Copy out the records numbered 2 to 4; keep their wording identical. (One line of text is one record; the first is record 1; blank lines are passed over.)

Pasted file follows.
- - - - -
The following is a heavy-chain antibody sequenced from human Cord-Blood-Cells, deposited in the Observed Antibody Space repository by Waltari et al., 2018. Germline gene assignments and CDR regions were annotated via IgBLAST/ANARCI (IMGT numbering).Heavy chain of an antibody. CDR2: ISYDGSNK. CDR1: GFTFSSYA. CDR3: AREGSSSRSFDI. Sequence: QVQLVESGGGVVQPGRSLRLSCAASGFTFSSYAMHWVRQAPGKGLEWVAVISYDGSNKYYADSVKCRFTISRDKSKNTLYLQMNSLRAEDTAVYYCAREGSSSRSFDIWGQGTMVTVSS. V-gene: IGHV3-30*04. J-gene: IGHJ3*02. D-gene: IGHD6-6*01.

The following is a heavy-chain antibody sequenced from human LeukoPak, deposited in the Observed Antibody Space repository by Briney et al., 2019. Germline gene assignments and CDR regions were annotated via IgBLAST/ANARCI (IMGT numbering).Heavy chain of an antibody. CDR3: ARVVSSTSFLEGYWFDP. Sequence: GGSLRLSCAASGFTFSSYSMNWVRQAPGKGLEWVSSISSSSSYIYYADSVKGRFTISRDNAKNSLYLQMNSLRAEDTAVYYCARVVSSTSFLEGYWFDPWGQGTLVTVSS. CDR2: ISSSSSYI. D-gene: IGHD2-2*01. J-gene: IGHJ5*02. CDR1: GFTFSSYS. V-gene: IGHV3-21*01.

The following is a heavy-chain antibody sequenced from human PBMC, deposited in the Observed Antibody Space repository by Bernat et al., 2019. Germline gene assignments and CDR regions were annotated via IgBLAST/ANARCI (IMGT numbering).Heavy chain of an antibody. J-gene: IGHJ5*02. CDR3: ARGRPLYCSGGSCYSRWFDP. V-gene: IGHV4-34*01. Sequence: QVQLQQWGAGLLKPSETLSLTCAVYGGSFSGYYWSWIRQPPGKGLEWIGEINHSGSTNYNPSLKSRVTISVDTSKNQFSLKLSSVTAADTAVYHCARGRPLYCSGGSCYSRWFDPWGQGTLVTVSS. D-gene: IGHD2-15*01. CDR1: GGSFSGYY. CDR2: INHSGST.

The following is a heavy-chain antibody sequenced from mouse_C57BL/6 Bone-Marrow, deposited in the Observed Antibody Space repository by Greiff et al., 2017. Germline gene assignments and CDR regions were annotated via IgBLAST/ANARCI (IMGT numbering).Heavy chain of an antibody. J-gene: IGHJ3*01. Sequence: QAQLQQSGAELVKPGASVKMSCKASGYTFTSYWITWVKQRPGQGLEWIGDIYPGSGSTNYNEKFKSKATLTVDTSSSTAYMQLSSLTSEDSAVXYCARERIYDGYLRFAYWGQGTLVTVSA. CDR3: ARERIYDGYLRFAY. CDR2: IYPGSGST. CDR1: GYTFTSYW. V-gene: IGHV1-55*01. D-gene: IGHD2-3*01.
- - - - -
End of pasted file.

The following is a heavy-chain antibody sequenced from human LeukoPak, deposited in the Observed Antibody Space repository by Briney et al., 2019. Germline gene assignments and CDR regions were annotated via IgBLAST/ANARCI (IMGT numbering).Heavy chain of an antibody. CDR3: ARVVSSTSFLEGYWFDP. Sequence: GGSLRLSCAASGFTFSSYSMNWVRQAPGKGLEWVSSISSSSSYIYYADSVKGRFTISRDNAKNSLYLQMNSLRAEDTAVYYCARVVSSTSFLEGYWFDPWGQGTLVTVSS. CDR2: ISSSSSYI. D-gene: IGHD2-2*01. J-gene: IGHJ5*02. CDR1: GFTFSSYS. V-gene: IGHV3-21*01.

The following is a heavy-chain antibody sequenced from human PBMC, deposited in the Observed Antibody Space repository by Bernat et al., 2019. Germline gene assignments and CDR regions were annotated via IgBLAST/ANARCI (IMGT numbering).Heavy chain of an antibody. J-gene: IGHJ5*02. CDR3: ARGRPLYCSGGSCYSRWFDP. V-gene: IGHV4-34*01. Sequence: QVQLQQWGAGLLKPSETLSLTCAVYGGSFSGYYWSWIRQPPGKGLEWIGEINHSGSTNYNPSLKSRVTISVDTSKNQFSLKLSSVTAADTAVYHCARGRPLYCSGGSCYSRWFDPWGQGTLVTVSS. D-gene: IGHD2-15*01. CDR1: GGSFSGYY. CDR2: INHSGST.

The following is a heavy-chain antibody sequenced from mouse_C57BL/6 Bone-Marrow, deposited in the Observed Antibody Space repository by Greiff et al., 2017. Germline gene assignments and CDR regions were annotated via IgBLAST/ANARCI (IMGT numbering).Heavy chain of an antibody. J-gene: IGHJ3*01. Sequence: QAQLQQSGAELVKPGASVKMSCKASGYTFTSYWITWVKQRPGQGLEWIGDIYPGSGSTNYNEKFKSKATLTVDTSSSTAYMQLSSLTSEDSAVXYCARERIYDGYLRFAYWGQGTLVTVSA. CDR3: ARERIYDGYLRFAY. CDR2: IYPGSGST. CDR1: GYTFTSYW. V-gene: IGHV1-55*01. D-gene: IGHD2-3*01.